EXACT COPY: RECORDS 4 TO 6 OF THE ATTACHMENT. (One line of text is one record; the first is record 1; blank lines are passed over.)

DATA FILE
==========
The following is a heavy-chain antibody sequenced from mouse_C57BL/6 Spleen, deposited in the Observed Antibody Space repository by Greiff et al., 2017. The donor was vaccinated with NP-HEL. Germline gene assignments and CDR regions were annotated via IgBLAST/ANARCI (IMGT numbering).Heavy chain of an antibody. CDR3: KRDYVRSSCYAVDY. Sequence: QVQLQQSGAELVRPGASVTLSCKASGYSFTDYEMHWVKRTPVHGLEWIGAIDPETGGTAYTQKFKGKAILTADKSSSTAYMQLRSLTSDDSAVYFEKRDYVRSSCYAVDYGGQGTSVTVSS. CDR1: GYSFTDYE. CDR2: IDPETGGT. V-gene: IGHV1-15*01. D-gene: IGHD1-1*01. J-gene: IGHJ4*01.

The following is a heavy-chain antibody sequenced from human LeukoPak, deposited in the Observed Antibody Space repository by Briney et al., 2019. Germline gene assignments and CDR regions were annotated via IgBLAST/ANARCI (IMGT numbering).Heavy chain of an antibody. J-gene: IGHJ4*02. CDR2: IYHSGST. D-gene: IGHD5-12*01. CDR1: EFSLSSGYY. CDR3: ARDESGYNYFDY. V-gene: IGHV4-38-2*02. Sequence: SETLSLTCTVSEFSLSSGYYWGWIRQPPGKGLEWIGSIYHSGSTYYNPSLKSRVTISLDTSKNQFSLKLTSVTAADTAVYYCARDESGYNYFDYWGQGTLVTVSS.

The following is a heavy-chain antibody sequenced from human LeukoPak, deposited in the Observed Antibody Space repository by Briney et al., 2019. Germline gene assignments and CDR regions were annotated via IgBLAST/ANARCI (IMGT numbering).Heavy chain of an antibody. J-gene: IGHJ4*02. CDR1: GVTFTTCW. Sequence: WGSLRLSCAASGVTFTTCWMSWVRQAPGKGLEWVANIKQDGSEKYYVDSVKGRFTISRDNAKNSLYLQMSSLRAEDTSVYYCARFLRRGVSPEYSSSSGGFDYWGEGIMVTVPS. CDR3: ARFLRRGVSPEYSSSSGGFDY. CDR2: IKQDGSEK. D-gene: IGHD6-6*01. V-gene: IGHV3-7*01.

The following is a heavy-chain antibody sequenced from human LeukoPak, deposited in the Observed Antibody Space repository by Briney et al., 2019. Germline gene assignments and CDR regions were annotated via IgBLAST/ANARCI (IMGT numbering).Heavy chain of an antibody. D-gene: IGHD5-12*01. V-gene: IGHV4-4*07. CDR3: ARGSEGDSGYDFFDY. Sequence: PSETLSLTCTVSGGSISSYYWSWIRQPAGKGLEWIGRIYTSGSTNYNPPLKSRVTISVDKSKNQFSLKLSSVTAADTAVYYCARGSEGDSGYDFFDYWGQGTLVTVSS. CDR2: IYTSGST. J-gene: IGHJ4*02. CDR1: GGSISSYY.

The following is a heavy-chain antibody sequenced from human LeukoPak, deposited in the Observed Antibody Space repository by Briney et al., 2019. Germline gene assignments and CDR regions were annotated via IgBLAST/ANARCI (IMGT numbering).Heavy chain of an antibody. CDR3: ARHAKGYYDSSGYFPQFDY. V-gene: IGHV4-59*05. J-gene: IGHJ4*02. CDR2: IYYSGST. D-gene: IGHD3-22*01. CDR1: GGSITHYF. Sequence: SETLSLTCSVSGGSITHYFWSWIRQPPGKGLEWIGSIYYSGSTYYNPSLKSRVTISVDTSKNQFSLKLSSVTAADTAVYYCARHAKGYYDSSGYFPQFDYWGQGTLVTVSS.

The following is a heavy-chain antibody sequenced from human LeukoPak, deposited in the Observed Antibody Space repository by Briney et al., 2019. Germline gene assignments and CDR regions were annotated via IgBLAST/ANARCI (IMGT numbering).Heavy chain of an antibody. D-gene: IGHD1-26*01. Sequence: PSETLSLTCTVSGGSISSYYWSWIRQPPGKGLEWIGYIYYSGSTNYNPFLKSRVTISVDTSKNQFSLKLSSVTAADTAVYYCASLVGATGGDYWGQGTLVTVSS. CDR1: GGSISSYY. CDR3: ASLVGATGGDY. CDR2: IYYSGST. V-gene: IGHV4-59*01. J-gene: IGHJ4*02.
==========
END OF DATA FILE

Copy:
The following is a heavy-chain antibody sequenced from human LeukoPak, deposited in the Observed Antibody Space repository by Briney et al., 2019. Germline gene assignments and CDR regions were annotated via IgBLAST/ANARCI (IMGT numbering).Heavy chain of an antibody. D-gene: IGHD5-12*01. V-gene: IGHV4-4*07. CDR3: ARGSEGDSGYDFFDY. Sequence: PSETLSLTCTVSGGSISSYYWSWIRQPAGKGLEWIGRIYTSGSTNYNPPLKSRVTISVDKSKNQFSLKLSSVTAADTAVYYCARGSEGDSGYDFFDYWGQGTLVTVSS. CDR2: IYTSGST. J-gene: IGHJ4*02. CDR1: GGSISSYY.

The following is a heavy-chain antibody sequenced from human LeukoPak, deposited in the Observed Antibody Space repository by Briney et al., 2019. Germline gene assignments and CDR regions were annotated via IgBLAST/ANARCI (IMGT numbering).Heavy chain of an antibody. CDR3: ARHAKGYYDSSGYFPQFDY. V-gene: IGHV4-59*05. J-gene: IGHJ4*02. CDR2: IYYSGST. D-gene: IGHD3-22*01. CDR1: GGSITHYF. Sequence: SETLSLTCSVSGGSITHYFWSWIRQPPGKGLEWIGSIYYSGSTYYNPSLKSRVTISVDTSKNQFSLKLSSVTAADTAVYYCARHAKGYYDSSGYFPQFDYWGQGTLVTVSS.

The following is a heavy-chain antibody sequenced from human LeukoPak, deposited in the Observed Antibody Space repository by Briney et al., 2019. Germline gene assignments and CDR regions were annotated via IgBLAST/ANARCI (IMGT numbering).Heavy chain of an antibody. D-gene: IGHD1-26*01. Sequence: PSETLSLTCTVSGGSISSYYWSWIRQPPGKGLEWIGYIYYSGSTNYNPFLKSRVTISVDTSKNQFSLKLSSVTAADTAVYYCASLVGATGGDYWGQGTLVTVSS. CDR1: GGSISSYY. CDR3: ASLVGATGGDY. CDR2: IYYSGST. V-gene: IGHV4-59*01. J-gene: IGHJ4*02.